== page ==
Marisole Monday & Friends Get A Walking Dress from 1880

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Today’s Printable Paper Doll Inspirations: This Fashion Plate from 1880 and Things the Scare Me
An 1880s bustle dress for a printable paper doll from

A beautiful Victorian printable paper doll bustle dress based on a dress from 1880. Free to print and color from

I am not from the south and while I use y’all, because I have picked it up after five years in below the Mason-Dixon line, I am not a local by any means. Still, there is a saying down here I’ve adopted which goes, “Can’t Never Could.”

In sort, if you say you can’t do something then you won’t try and you are dooming yourself to failure.

One of my long standing “can’t” do things has been drawing 1880s bustle skirts.

I’ve told myself I can’t draw a bustle skirt so many times, that I’ve convinced myself this is true. But I decided I was going to face my fear of 1880s bustle skirts by actually drawing one.

Step 1 was finding a fashion plate at the same angle as the paper doll to practice with. After a bit of hunting, I found this plate from 1880.

Next step was doing a draft on cheap lined paper and then doing a final on my nice sketchbook paper.

I’m actually very pleased how it came out. I might even try another one or two, but I have to find another fashion plate at just the right angle.

Not having to rotate something in my head really makes drawing it easier.

I have been thinking about trying the dress on the left of this plate, but rotating the plate before I print it so it is facing the right direction for Marisole Monday lady paper dolls. I prefer to draw from printed images rather than digital ones.

So, how did I do? Should I work on more 1880s stuff? Or is this a period that you’re not to keen on? Let me know in a comment.

Want to see sketchbook drafts of this dress? There’s up on Patreon. Join to check it out! And, you know, help keep the blog on the interwebs.

Need a Marisole Monday & Friends Lady Paper Doll to wear today’s outfit? Pick One Out Here

Victorian Ballerina Printable Paper Doll from the 1880s

logo-margot-victorian-1880Oh man, what to say about the last few days…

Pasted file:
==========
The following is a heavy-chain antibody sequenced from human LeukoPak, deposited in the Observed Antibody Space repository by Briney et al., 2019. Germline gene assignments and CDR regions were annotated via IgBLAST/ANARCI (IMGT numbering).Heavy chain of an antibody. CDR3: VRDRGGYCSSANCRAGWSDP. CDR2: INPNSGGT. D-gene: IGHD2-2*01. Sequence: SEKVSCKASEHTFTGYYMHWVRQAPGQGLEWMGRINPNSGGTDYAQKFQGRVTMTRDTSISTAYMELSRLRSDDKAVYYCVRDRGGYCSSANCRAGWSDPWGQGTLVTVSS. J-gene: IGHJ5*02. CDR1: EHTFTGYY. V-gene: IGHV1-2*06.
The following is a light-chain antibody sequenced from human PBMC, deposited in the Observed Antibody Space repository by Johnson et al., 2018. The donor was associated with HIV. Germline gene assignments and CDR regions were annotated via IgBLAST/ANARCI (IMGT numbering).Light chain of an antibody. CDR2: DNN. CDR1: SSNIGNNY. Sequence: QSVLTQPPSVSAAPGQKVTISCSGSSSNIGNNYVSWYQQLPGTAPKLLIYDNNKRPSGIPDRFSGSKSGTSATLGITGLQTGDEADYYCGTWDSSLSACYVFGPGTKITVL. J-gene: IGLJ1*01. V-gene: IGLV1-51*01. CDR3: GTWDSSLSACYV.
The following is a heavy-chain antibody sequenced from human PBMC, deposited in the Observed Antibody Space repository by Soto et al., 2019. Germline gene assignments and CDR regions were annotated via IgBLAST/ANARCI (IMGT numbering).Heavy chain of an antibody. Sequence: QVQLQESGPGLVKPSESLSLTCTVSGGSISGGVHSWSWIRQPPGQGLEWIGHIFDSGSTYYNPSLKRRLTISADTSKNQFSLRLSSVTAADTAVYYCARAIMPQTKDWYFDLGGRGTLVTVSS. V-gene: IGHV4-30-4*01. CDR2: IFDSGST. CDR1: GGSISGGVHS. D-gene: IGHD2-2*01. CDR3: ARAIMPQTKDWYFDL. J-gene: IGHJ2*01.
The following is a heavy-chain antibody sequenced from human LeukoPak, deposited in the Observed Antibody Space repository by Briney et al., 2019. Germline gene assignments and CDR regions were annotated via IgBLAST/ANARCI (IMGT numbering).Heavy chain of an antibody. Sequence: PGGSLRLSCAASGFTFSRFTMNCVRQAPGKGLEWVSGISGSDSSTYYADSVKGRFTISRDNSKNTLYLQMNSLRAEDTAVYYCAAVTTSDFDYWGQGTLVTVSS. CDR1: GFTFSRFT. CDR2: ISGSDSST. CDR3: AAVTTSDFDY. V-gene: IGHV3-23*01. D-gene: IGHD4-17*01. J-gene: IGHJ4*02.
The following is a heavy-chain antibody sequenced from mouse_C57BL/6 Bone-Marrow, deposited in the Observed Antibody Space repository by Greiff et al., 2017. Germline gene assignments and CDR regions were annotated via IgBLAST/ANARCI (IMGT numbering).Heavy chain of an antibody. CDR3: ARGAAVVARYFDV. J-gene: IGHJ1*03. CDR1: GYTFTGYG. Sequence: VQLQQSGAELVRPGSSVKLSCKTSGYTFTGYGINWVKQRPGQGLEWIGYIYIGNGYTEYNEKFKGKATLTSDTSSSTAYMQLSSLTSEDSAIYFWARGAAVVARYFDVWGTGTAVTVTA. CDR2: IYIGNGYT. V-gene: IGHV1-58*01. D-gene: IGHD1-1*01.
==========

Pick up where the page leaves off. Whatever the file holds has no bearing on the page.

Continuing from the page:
Well, I have been working on backend server CPU issues with my shared hosting service. Nothing really serious, but stuff that has to be dealt with for the blog hosting to continue to be cheap enough for me to justify continuing to keeping it online and free.

Still, I owed a paper doll to my last drawing winner, Lina of Lina’s Historical Paper Dolls, and I was not about to put off finishing that for another week, because I would keep feeling guilty about it.

Lina requested an 1880s period Marisole Monday & Freinds paper doll with a ballet outfit and several other dresses. I had some trouble getting all the pieces to fit on a single page, so I omitted some shoes from the image.

Should you want proper shoes to go with this set, then I recommend checking out On the Board Walk in color or black and white or Mia Goes to the Bathing Place in color or black and white. Both of those sets both have button up style boots which, while not period, are close enough to not look totally awkward.

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Lina was kind enough to send me reference photos and specific colors for the hair, skin and eyes of the paper doll, but left the color scheme mostly up to me. I wanted to use some rich colors, because by the 1880s chemical dyes were common and rich colors were very much instyle. There is a habit to think of the 19th century as sepia colored, because of sepia photos, but it was actually a rather garish era.

At least post, chemical dyes being invented.

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So, Lina also asked for a tutu based on this painting by Degas. The painting dates from 1871, a little earlier than the other costumes in the set. I omitted the sash, since I based the dress on the center figure. I don’t think the layers of the skirts really look like tulle, which bothers me. Liana has some great tulle on her blog.

The ballgown was based on this fashion plate. The gown was red, but I made it peacock blue based on a description in English Women’s Clothing in the 19th Century by Wilett-Cunnington that mentioned peacock blue ballgowns. I hate drawing lace, but it came out all right, I suppose.

The last two outfits are a swimming costume and a house dress. Old swimming costumes were extremely complicated and not very easy to swim in. Generally, I think of them as wadding costumes. Lina sent me this picture and I based it off that.

The house dress is classic 1880s style with bustle, drawn up skirt and long pleats. It’s a pretty typical gown for its period. Lina sent me this photo and I based the dress off of it. I omitted the pattern on the dress, because I knew it would reproduce poorly in the small scale of the paper doll set.

And that, as they say, is that.

If you haven’t ever checked out Lina’s blog, Lina’s Historical Paper Dolls than I recommend taking the time to do so. She makes wonderfully interesting historical paper dolls.